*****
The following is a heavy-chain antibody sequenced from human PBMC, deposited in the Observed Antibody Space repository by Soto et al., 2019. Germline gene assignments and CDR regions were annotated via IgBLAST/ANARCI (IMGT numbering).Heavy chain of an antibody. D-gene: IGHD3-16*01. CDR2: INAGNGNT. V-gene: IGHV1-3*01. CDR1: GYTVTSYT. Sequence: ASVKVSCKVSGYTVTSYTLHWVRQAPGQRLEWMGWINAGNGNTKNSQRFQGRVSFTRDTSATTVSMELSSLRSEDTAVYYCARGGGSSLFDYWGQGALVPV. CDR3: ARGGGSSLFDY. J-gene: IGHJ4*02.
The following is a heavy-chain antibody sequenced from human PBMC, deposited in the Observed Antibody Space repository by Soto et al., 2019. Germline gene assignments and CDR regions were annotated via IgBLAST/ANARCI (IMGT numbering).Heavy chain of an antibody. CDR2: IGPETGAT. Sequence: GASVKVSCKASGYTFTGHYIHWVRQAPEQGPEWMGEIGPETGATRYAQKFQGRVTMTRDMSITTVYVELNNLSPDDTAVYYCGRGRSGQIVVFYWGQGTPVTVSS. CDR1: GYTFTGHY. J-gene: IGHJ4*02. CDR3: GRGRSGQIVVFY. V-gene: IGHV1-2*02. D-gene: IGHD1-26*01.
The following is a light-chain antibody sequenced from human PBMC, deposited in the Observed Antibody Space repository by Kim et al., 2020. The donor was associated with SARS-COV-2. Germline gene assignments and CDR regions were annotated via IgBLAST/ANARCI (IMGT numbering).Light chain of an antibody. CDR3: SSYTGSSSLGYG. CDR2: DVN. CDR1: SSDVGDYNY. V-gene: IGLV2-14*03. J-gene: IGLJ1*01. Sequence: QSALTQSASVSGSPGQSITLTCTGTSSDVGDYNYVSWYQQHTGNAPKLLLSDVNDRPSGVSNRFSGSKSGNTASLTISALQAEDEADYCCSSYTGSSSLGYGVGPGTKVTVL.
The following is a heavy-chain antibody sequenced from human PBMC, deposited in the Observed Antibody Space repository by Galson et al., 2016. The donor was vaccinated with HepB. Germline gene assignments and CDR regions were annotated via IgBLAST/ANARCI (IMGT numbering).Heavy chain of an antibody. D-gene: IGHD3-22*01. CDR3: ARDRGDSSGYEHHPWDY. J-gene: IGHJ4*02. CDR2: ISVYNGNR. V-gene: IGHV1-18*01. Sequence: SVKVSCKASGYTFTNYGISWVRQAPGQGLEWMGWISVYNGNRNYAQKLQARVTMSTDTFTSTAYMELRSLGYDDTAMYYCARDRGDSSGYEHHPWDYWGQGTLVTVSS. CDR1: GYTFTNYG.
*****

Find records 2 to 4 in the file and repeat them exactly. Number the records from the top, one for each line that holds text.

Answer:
The following is a heavy-chain antibody sequenced from human PBMC, deposited in the Observed Antibody Space repository by Soto et al., 2019. Germline gene assignments and CDR regions were annotated via IgBLAST/ANARCI (IMGT numbering).Heavy chain of an antibody. CDR2: IGPETGAT. Sequence: GASVKVSCKASGYTFTGHYIHWVRQAPEQGPEWMGEIGPETGATRYAQKFQGRVTMTRDMSITTVYVELNNLSPDDTAVYYCGRGRSGQIVVFYWGQGTPVTVSS. CDR1: GYTFTGHY. J-gene: IGHJ4*02. CDR3: GRGRSGQIVVFY. V-gene: IGHV1-2*02. D-gene: IGHD1-26*01.
The following is a light-chain antibody sequenced from human PBMC, deposited in the Observed Antibody Space repository by Kim et al., 2020. The donor was associated with SARS-COV-2. Germline gene assignments and CDR regions were annotated via IgBLAST/ANARCI (IMGT numbering).Light chain of an antibody. CDR3: SSYTGSSSLGYG. CDR2: DVN. CDR1: SSDVGDYNY. V-gene: IGLV2-14*03. J-gene: IGLJ1*01. Sequence: QSALTQSASVSGSPGQSITLTCTGTSSDVGDYNYVSWYQQHTGNAPKLLLSDVNDRPSGVSNRFSGSKSGNTASLTISALQAEDEADYCCSSYTGSSSLGYGVGPGTKVTVL.
The following is a heavy-chain antibody sequenced from human PBMC, deposited in the Observed Antibody Space repository by Galson et al., 2016. The donor was vaccinated with HepB. Germline gene assignments and CDR regions were annotated via IgBLAST/ANARCI (IMGT numbering).Heavy chain of an antibody. D-gene: IGHD3-22*01. CDR3: ARDRGDSSGYEHHPWDY. J-gene: IGHJ4*02. CDR2: ISVYNGNR. V-gene: IGHV1-18*01. Sequence: SVKVSCKASGYTFTNYGISWVRQAPGQGLEWMGWISVYNGNRNYAQKLQARVTMSTDTFTSTAYMELRSLGYDDTAMYYCARDRGDSSGYEHHPWDYWGQGTLVTVSS. CDR1: GYTFTNYG.